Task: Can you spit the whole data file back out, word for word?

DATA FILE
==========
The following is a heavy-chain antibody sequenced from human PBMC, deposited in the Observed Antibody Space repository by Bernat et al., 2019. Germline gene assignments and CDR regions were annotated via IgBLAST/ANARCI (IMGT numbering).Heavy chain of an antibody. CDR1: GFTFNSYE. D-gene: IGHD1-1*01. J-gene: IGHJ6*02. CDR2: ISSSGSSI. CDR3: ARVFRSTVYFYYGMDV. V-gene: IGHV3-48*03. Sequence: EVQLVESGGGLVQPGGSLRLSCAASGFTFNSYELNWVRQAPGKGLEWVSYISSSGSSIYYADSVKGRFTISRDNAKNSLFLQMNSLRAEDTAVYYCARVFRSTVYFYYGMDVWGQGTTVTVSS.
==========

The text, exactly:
The following is a heavy-chain antibody sequenced from human PBMC, deposited in the Observed Antibody Space repository by Bernat et al., 2019. Germline gene assignments and CDR regions were annotated via IgBLAST/ANARCI (IMGT numbering).Heavy chain of an antibody. CDR1: GFTFNSYE. D-gene: IGHD1-1*01. J-gene: IGHJ6*02. CDR2: ISSSGSSI. CDR3: ARVFRSTVYFYYGMDV. V-gene: IGHV3-48*03. Sequence: EVQLVESGGGLVQPGGSLRLSCAASGFTFNSYELNWVRQAPGKGLEWVSYISSSGSSIYYADSVKGRFTISRDNAKNSLFLQMNSLRAEDTAVYYCARVFRSTVYFYYGMDVWGQGTTVTVSS.